On May 16, 2016, the Hawaii County Council advanced Bill 140, banning polystyrene takeout containers on the Big Island starting July 1, 2018. The Environmental Management Committee voted 5-4 to forward the bill to the full Council for its next vote on June 3 before going to the mayor for either a signature or a veto.
Polystyrene foam is better known as foam, EPS, or plastic #6, but is often misidentified as Styrofoam. Where polystyrene foam is used primarily for food packaging products like coffee cups and clamshell takeout containers, Styrofoam is a registered trademark of the Dow Chemical Company that is used for building insulation.
Those who argued in favor of the polystyrene ban brought up health concerns, but others disputed these concerns. According to experts, the health issues associated with polystyrene foam are negligible.
“The biggest danger is they overheat it and burn their mouth on the food,” said George Cruzan, an expert appearing before the council.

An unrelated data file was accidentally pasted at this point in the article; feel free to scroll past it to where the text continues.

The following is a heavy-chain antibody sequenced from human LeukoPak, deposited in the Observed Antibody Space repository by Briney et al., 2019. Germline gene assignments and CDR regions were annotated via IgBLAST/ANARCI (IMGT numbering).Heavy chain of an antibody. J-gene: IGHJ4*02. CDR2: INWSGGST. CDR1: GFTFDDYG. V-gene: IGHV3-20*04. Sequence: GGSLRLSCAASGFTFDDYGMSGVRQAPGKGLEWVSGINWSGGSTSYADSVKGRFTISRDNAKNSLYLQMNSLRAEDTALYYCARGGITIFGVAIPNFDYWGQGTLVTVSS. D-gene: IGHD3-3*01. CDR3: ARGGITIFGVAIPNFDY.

The bill’s proponents also argued that there are environmental concerns associated with polystyrene, but those concerns should be attributed to litterers, not the small locally-owned restaurants that use polystyrene foam products.
“Nobody talks about the littering problem,” said Hilo Councilman Dennis “Fresh” Onishi. “We’re penalizing our food vendors because of people like us.”
The cost of banning foam
Councilman Aaron Chung referred to a long list of well-known local restaurants with significant concerns about the bill due to the significant added cost of alternative containers.
“These are local guys trying to make a go, and they’re being overlooked,” said Chung.
The County wants to replace polystyrene foam containers with compostable food service ware, but the cost could be detrimental to some restaurant owners. It is not clear whether the compostable food containers would be actually be composted or landfilled.